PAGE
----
I believe that the outcome is very realistic. For one thing, in Year 1 I need to receive $17,000 income from $450k worth of dividend growth stocks. That requires a 3.8% yield. That's a typical-indeed conservative-current yield for a well selected portfolio of dividend growth stocks.

For another thing, the annual growth in income from the dividend growth stocks is 9% at the start of retirement, with the percentage slowly declining as the years go by. That 9% is a typical rate of growth in the income of a well selected dividend growth portfolio. It is independent of the prices of the stocks. That said, typically the prices rise roughly in line with the dividend increases over long periods. That keeps the current yield more-or-less constant even as the dividends increase annually. It also builds another margin of safety into the whole scheme via probable capital increases over long periods of time.

Conclusion

As I said at the beginning, this is a first cut at asset allocation for a dividend growth investor. It's a hypothesis. There are a couple of interesting propositions on the table.

  1. What at first looks like a risky allocation- all assets in stocks- appears pretty normal once I "capitalize" the income rights that I already own through my pension and Social Security. That brings my stock allocation down to 39%.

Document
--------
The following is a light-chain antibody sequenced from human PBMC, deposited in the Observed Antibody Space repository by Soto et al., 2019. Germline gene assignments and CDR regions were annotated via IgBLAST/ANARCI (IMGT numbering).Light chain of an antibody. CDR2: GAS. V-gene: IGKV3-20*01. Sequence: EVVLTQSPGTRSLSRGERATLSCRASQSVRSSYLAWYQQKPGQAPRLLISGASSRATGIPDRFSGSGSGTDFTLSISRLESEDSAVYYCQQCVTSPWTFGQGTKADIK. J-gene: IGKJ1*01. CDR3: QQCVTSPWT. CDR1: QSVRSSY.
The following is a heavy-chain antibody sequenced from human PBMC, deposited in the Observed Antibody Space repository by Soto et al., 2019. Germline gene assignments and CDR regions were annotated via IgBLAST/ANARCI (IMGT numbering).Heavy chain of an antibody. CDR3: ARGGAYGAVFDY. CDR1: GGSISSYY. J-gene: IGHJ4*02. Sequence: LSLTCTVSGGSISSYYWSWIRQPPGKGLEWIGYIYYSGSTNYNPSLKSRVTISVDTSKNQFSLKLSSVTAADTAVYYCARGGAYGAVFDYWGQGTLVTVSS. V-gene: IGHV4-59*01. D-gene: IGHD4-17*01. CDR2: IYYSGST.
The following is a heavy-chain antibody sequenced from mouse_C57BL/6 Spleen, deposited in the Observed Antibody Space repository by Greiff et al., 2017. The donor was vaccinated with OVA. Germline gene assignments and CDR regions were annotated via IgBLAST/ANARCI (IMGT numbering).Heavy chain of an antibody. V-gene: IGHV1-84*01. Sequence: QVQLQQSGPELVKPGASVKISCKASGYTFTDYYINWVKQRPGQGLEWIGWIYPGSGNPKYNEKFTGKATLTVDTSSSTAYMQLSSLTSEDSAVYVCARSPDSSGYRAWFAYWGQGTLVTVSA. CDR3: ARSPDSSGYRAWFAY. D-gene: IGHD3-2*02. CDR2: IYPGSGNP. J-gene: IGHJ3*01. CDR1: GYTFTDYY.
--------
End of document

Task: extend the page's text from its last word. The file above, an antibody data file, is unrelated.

2. Viewing stocks as an income asset rather than a capital growth asset makes sense to me. I know that it does not make sense to lots of folks, who reflexively equate income with bonds or annuities. But dividend stocks yield income too, and that is their role in this asset allocation scheme.

  3. Under the figures here, I would never have to sell anything from my assets, as the dividends from the stock allocation not only cover my current income needs beyond my pension and SS, but they also cover the annual inflation that will reduce the purchasing power of all of my income. In fact, I will probably receive an excess of dividend income over the years when compared to my expenses, even after inflation is accounted for.

Disclosure: I am long INTC, JNJ, PG.